In a tweet, Odeh adds “the end of the occupation and negotiations on the establishment of an independent Palestinian state alongside Israel” as a condition to joining a government coalition.
By World Israel News Staff
Could there be a historic alliance between a ruling Israeli faction and a non-Zionist predominantly Arab list after the September 17 Knesset election?
MK Ayman Odeh, head of the Joint List, says his MKs would be “prepared to join a center-left coalition” under certain conditions.
He made the comment in an interview with the Yedioth Ahronoth newspaper, a preview of which was released Thursday ahead of its full publication due on Friday.
The newspaper says that Odeh did not consult with his Joint List colleagues before making the pronouncement. The Joint List is itself a bloc of four Arab parties.
The center-left coalition to which he is referring would be led by Blue and White, headed by MK Benny Gantz, which finished tied with Prime Minister Benjamin Netanyahu’s Likud party in the April 9 Knesset election and is running neck and neck in polls ahead of the September ballot.
The Joint List’s readiness to join a Blue and White coalition has the potential to become a game changer because otherwise the right of the political spectrum headed by Netanyahu has been viewed as having the easier path toward forming the next majority in the 120-seat Knesset.
Odeh’s conditions include improved living conditions in the Israeli Arab sector, including the construction of a new city, as well as a return to negotiations with the Palestinians, says Yediot Ahronoth. He is also demanding the abolition of the nation-state law, which defines Israel as the state of the Jewish people.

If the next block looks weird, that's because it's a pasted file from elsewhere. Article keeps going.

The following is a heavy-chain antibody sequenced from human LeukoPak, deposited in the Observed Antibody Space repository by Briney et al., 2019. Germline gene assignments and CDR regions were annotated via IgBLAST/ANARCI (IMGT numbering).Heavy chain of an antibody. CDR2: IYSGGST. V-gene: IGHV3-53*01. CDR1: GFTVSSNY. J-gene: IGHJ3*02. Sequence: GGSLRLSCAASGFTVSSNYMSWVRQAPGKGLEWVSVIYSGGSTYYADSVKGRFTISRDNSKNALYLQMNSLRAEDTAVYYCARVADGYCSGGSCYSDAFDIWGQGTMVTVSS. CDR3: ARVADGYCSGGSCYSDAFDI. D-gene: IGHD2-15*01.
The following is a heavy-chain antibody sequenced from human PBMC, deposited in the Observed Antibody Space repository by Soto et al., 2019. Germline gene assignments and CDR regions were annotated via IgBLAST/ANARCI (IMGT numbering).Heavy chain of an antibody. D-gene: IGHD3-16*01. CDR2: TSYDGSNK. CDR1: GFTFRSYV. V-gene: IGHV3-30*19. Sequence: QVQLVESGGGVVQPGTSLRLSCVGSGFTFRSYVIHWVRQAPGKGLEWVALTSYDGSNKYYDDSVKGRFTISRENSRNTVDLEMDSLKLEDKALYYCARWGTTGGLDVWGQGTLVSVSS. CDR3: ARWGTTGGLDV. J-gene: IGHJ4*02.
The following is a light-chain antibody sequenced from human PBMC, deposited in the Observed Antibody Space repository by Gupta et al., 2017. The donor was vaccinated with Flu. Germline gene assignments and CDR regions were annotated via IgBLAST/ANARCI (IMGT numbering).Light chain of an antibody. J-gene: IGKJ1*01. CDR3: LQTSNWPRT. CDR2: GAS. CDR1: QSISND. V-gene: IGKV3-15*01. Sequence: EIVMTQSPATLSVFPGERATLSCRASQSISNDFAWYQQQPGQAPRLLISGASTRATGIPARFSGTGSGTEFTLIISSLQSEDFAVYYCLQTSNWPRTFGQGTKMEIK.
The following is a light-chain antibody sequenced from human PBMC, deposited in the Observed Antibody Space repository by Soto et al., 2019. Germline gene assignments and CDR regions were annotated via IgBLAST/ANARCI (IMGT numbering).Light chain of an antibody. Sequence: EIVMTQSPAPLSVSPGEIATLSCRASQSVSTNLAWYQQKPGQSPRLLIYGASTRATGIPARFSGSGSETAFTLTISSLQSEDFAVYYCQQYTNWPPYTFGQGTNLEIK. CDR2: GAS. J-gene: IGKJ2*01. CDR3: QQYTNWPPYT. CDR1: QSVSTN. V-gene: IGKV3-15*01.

In a tweet, Odeh adds another condition – “the end of the occupation and negotiations on the establishment of an independent Palestinian state alongside Israel.”
Such an alliance would be historic because there has been a two-way apprehension, first by Arab parties to join an Israeli government, symbolizing recognition of a Jewish state, and secondly, due to a taboo, at least perceived, in a large part of the Jewish population against the inclusion in an Israeli cabinet of individuals who do not believe in the Zionist vision.
The extent of cooperation between such factions and the Israeli government in the past has been restricted to a “safety net” arrangement in which Arab parties pledge to prevent majority votes against the government, most especially, efforts to topple it. For their help, Arab parties usually received in exchange governmental assistance for the Arab sector.
Blue and White MK Yoaz Hendel rejected Odeh’s comments.
“Blue and White will establish a broad and state-oriented nationalist unity government,” he said. “We respect the Arab citizens of Israel and see them as citizens entitled to all rights, but we will not sit with the Arab parties, which fundamentally deny the existence of Israel as a Jewish state. Period.”
The Likud reacted to Odeh’s comments by charging: “Now it’s as clear as ever; Benny Gantz will set up a leftist government with Ayman Odeh and the Arab parties. Whoever wants a right-wing government must vote for the Likud.”